Wami Aluko’s work has a singular uniqueness to it. It is black and it is beautiful and constantly draws you in, characterized by a feel which conforms to its traditional norms but yet stands out in its methods. We caught up with the young photographer to find out about how she gets her shots.
Tell me a little about your background
Well I grew up in Lagos -the cultural hub of Nigeria -with my little sister, mum and dad. I am Nigerian by birth (proudly Yoruba) but had the opportunity to travel a lot as a child with my family, and eventually moved to England for a-levels. So I’ve had the benefit of an upbringing that has exposed me to diverse people and beliefs.
What are you studying?
Economics and Philosophy at the University of Edinburgh
Is your work impromptu or planned?
Sometimes the smallest details make the biggest differences in visual story telling, so a lot of my work is pre-planned. From the models, to the style and colour scheme of the clothes, to the set and props used; all of these are significant for setting the tone of my shoots and they way I want my images to be perceived. That being said, I love spontaneity during shoots and encourage models to bring their personality and new elements to the table.
I also find joy and beauty in capturing moments that I wouldn’t have otherwise in a planned shoot; focusing on details in our day-to-day lives that people may regularly overlook. A lot of beautiful and striking images have surfaced from this. So I guess it goes both ways for me.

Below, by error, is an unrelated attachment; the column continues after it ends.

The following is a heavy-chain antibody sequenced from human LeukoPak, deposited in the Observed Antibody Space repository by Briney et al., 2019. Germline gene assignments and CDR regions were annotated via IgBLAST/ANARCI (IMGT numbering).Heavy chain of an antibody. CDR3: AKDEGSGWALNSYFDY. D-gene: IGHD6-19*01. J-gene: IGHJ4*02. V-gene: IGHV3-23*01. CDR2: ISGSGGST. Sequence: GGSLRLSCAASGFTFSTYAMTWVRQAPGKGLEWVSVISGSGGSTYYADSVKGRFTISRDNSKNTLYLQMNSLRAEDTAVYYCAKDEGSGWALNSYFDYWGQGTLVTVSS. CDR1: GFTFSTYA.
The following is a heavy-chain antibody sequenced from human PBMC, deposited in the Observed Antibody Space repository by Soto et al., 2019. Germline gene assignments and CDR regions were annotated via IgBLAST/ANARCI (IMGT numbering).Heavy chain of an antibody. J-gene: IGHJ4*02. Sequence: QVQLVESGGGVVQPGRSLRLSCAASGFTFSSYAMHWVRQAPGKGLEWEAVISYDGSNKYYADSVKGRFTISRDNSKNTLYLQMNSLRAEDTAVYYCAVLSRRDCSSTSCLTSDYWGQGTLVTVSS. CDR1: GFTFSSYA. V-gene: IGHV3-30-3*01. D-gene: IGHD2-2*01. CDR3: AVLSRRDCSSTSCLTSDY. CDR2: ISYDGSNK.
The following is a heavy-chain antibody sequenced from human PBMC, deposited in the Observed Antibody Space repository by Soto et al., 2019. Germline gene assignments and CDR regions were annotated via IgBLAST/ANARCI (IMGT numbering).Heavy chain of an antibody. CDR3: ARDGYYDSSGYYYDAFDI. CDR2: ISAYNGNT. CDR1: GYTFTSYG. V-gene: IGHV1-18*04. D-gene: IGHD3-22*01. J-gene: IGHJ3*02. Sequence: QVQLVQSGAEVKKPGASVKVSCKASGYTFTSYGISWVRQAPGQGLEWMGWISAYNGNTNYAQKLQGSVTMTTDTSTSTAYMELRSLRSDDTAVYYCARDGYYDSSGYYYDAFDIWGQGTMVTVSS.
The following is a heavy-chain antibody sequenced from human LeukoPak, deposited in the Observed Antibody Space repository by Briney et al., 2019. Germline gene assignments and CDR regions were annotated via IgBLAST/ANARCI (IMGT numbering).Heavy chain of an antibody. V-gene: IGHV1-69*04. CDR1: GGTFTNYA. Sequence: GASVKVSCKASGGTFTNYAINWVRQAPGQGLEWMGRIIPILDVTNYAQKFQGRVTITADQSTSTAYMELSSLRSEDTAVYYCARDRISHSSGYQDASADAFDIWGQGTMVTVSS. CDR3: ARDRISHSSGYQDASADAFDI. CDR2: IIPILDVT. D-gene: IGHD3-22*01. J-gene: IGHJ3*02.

What camera do you shoot with?
A Sony A57 and a Leica
Where do you do most of your work?
Between Lagos and London
Tell me more about your project NeoGenesis
Neo-genesis, being my first fashion film, was basically created as an introduction for more films to come. I wanted to set the tone, focusing on the significance of clothing in visual storytelling as every item of clothing has a story behind it that can be used to generate even more stories (Neogenesis is the regeneration of biological tissue).
Do you have anything in particular you focus on? People, Nature, Food?
People for sure! I’ve always been fascinated by how the human mind works, our emotions, how we make decisions, our interests and traditions etc. This is reflected in my photography and art in general (I also love drawing/painting faces).
Can you give me a quotable? We’d love a quotable 🙂
‘Photography is capturing and highlighting the beauty in cultures and people, showing unity in diversity’ – wa-ko
How is photography going so far?
It’s going great! I’ve met so many amazing people along my creative journey and discovered locations I wouldn’t have otherwise. Also feel like I’m finally growing into a style of photography that works for me.
Do you have any influences?
I really admire Medina Dugger’s series ‘Chroma: An ode to J.D Okhai Ojeikere’ for its powerful and captivating colour schemes. Also love Yagazie Emezi’s work in general; from her attention to detail to the way she uses her images to share beautiful stories. Lastly, Solange Knowles’s recent music videos (directed by her and Alan Ferguson) greatly inspire me. That being said, I try not to be strategically influenced by other photographers to allow myself to come into my own path.
What’s the future like?
Filled with a lot more exciting projects, personal and collaborative. Also have a short documentary film, ‘For Those Who Listen’ coming out this December!
Where can we reach you online?
Mostly active on: